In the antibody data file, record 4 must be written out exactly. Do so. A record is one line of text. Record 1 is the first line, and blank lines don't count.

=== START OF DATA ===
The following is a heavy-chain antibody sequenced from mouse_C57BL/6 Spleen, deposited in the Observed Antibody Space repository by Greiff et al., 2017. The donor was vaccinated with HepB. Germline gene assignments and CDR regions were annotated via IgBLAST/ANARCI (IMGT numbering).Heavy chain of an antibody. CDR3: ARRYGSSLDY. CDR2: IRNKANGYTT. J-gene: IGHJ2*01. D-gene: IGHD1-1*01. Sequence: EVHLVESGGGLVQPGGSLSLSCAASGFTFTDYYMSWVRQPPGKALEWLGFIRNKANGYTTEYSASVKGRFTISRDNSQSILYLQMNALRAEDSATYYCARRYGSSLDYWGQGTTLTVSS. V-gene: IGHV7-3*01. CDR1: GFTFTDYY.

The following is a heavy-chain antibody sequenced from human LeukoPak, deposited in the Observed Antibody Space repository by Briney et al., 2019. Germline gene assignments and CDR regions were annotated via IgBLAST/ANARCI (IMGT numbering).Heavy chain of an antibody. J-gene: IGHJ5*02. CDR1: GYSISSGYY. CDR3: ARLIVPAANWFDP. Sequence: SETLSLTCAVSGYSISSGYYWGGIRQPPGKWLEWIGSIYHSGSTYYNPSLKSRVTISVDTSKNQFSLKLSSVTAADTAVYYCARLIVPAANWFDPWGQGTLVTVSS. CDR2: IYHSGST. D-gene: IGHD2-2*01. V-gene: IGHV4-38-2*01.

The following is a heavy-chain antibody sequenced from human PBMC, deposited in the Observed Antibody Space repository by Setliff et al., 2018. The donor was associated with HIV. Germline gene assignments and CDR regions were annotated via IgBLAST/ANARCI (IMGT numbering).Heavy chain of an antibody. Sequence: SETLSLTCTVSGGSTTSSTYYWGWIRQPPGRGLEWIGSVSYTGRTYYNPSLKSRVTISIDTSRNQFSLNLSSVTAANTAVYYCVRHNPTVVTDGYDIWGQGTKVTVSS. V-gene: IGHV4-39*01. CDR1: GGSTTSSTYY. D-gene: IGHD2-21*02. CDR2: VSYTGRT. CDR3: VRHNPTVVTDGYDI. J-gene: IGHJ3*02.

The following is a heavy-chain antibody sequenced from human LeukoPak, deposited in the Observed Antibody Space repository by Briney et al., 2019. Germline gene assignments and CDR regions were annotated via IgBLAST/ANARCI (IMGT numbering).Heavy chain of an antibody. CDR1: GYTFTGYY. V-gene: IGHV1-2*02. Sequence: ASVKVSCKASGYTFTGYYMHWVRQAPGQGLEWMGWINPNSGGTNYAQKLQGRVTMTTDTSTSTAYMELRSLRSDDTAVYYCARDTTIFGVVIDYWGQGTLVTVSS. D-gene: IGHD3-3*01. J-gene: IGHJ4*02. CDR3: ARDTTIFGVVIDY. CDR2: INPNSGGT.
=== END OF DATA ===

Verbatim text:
The following is a heavy-chain antibody sequenced from human LeukoPak, deposited in the Observed Antibody Space repository by Briney et al., 2019. Germline gene assignments and CDR regions were annotated via IgBLAST/ANARCI (IMGT numbering).Heavy chain of an antibody. CDR1: GYTFTGYY. V-gene: IGHV1-2*02. Sequence: ASVKVSCKASGYTFTGYYMHWVRQAPGQGLEWMGWINPNSGGTNYAQKLQGRVTMTTDTSTSTAYMELRSLRSDDTAVYYCARDTTIFGVVIDYWGQGTLVTVSS. D-gene: IGHD3-3*01. J-gene: IGHJ4*02. CDR3: ARDTTIFGVVIDY. CDR2: INPNSGGT.